What Is Underlying Security?

An underlying security is a stock or bond on which derivative instruments, such as futures, ETFs, and options, are based. It is the primary component of how the derivative gets its value.

Key Takeaways

  • An underlying security is a stock or bond on which derivative instruments, such as futures, ETFs, and options, are based.
  • In most cases, the underlying security is the item which must be delivered by one party in the derivative contract and accepted by the other party.
  • Traders use derivatives to either speculate on, or hedge against, the future price movements of the underlying security.

Understanding Underlying Security

In derivative terminology, the underlying security is often referred to simply as "the underlying." An underlying security can be any asset, index, financial instrument, or even another derivative. The infamous collateralized debt obligations (CDOs) and credit default swaps (CDS), which were front and center in the Financial crisis of 2008, are also derivatives that depend on the movement of an underlying.

The role of the underlying security is merely to be itself. If there were no derivatives, traders would simply buy and sell the underlying. However, when it comes to derivatives, the underlying is the item which must be delivered by one party in the derivative contract and accepted by the other party. The exception is when the underlying is an index, or the derivative is a swap where only cash is exchanged at the end of the derivative contract.

There are many widely used and exotic derivatives, but they all have one item in common which is their basis on an underlying security or underlying asset. Price movements in the underlying security will necessarily affect the pricing of the derivative based upon it.

For example, a call option on Alphabet, Inc. (GOOGL) stock gives the holder the right, but not the obligation, to purchase Alphabet stock at a price specified in the options contract. In this case, Alphabet stock is the underlying security.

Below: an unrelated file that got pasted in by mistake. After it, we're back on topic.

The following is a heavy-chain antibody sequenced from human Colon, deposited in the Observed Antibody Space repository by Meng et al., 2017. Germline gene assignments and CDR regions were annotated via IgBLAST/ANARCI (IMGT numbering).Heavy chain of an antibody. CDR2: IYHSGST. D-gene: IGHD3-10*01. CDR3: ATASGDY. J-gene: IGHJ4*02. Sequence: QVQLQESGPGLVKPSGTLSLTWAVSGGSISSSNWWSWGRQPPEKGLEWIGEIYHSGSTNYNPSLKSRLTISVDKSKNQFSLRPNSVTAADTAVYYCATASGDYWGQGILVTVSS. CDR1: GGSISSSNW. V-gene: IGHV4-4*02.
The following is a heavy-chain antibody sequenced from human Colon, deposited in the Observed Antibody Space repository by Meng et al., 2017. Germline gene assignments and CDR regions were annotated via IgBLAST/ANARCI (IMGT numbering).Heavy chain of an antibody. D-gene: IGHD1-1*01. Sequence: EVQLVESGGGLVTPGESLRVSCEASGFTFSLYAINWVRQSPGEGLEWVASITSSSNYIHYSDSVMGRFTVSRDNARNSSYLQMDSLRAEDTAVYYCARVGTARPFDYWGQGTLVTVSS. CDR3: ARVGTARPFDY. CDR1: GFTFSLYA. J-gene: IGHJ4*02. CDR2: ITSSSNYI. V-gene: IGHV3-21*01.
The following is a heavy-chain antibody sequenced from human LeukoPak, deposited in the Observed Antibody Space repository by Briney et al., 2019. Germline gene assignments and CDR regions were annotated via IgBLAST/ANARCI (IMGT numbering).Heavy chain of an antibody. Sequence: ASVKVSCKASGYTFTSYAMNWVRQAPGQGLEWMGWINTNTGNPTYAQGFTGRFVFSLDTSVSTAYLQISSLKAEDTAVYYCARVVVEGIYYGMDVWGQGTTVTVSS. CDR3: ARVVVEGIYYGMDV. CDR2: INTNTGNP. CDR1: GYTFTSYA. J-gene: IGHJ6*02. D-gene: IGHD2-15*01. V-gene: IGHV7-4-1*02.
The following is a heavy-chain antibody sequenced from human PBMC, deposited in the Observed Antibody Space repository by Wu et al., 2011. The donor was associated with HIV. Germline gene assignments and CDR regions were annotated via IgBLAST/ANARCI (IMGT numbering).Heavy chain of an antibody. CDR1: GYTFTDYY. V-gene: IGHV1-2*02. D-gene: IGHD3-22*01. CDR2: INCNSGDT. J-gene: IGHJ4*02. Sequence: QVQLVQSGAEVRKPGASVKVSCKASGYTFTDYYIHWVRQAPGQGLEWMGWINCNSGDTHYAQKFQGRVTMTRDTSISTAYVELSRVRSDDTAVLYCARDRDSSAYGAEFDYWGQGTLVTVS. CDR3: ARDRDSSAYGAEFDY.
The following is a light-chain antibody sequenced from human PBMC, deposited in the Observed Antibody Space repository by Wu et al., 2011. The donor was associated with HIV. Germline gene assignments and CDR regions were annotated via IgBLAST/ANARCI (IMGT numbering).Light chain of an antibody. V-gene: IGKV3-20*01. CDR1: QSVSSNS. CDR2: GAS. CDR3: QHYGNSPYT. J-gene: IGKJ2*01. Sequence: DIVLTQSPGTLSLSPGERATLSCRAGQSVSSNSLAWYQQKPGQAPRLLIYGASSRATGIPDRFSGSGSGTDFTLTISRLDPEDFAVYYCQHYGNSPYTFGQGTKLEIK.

Traders use derivatives to either speculate on, or hedge against, the future price movements of the underlying. The more complex a derivative, the more significant the degree of speculation and hedging. For example, options on futures are bets on the future price of the futures contract, which in itself is a bet on the future price of the underlying.

Underlying Security Example

Let's say we are interested in buying a call option on Microsoft Corp. (MSFT). Buying a call gives us the right to buy shares of MSFT at a certain price during a certain period of time. Generally speaking, the value of the call option will increase alongside an increase in the share price of MSFT. Because the call option is a derivative, its price is tied to the price of MSFT. In this case, MSFT is the underlying security.

The underlying is also crucial to the pricing of derivatives. The relationship between the underlying and its derivatives is not linear, although it can be. Generally speaking, for example, the more distant the strike price for an out-of-the-money option is from the current price of the underlying, the less the option price changes per unit of movement in the underlying.

Also, the derivative contract may be written so that its price may be directly correlated, or inversely correlated, to the price of the underlying security. A call option is directly correlated. A put option is inversely correlated.